Sonodynamic Therapy

Focused ultrasound may be able to activate sonosensitizers to induce cell death in tumors.

Photodynamic therapy is a technique by which certain chemical agents, known to perfuse well into tumors, are activated by laser light to generate oxygen free radicals which in turn damage DNA and induce apoptosis (programmed cell death) of the tumor cells. This procedure requires the insertion of a fiber optic laser probe into tissue, and is only effective against early stage and localized disease.

Alternatively, focused ultrasound may also be able to activate many of these same chemical agents (called sonosensitizers when they are activated by sound waves). In this sonodynamic therapy process, chemical agents such as 5-ALA, an innocuous dye that is absorbed preferentially by tumor cells, are injected intravenously. Upon application of focused ultrasound to the targeted tumor, the agents induce the same toxic effect as in photodynamic therapy, causing apoptosis of targeted cancer cells.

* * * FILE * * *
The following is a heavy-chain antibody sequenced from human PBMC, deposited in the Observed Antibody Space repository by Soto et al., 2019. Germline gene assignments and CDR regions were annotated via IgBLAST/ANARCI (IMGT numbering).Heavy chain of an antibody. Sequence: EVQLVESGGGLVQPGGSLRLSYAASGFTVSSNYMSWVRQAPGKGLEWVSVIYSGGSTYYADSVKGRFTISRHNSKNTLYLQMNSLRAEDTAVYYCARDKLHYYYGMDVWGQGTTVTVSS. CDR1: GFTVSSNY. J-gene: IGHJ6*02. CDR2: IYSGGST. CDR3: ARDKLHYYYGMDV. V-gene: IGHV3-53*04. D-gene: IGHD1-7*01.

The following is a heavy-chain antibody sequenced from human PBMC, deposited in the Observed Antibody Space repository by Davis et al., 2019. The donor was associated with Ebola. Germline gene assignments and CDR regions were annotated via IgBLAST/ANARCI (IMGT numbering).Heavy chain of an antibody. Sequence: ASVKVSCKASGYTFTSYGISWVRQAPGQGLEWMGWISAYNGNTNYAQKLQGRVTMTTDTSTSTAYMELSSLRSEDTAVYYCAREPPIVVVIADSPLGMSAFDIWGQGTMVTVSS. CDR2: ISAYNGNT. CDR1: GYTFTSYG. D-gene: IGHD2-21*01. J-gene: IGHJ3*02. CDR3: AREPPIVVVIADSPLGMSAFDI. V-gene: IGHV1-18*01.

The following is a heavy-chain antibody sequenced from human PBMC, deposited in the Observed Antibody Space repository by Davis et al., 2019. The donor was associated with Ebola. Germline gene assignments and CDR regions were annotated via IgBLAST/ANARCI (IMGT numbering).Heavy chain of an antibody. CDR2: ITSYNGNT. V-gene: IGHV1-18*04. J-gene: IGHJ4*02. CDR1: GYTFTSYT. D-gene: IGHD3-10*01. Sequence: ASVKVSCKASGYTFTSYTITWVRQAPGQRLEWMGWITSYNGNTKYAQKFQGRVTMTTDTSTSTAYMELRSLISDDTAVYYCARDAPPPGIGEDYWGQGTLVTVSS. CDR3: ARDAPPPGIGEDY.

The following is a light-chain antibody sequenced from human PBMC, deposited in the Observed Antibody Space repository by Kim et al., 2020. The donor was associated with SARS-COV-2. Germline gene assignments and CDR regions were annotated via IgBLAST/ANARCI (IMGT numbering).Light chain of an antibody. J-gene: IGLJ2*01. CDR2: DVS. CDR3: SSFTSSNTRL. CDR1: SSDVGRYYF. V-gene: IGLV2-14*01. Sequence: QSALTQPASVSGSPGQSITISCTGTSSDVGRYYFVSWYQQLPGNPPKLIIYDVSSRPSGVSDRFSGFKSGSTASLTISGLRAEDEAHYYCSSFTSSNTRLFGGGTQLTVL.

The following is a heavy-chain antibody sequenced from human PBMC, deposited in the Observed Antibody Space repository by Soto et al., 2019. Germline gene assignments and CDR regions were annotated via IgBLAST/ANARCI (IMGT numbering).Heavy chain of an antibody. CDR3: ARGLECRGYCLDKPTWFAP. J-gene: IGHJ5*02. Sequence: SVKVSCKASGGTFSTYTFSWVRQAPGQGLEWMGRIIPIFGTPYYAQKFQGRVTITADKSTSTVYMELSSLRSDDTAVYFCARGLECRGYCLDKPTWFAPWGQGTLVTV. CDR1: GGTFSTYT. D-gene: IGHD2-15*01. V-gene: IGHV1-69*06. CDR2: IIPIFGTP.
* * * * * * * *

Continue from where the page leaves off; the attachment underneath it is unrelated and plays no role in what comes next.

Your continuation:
Sonodynamic therapy could offer advantages as compared to photodynamic therapy by activating these chemical agents in a noninvasive manner. Focused ultrasound has the capability of treating regions deeper in the body where light would either be blocked or require more invasive delivery methods. Focused ultrasound can also provide conformal dosage of energy, and thus induce apoptosis throughout the entire tumor. Furthermore, toxicity can be induced in a precise location while minimizing harm to other areas of the body. Sonodynamic therapy is currently being used in clinical trials to treat patients with diffuse intrinsic pontine glioma, glioblastoma, and biliary tract tumors.

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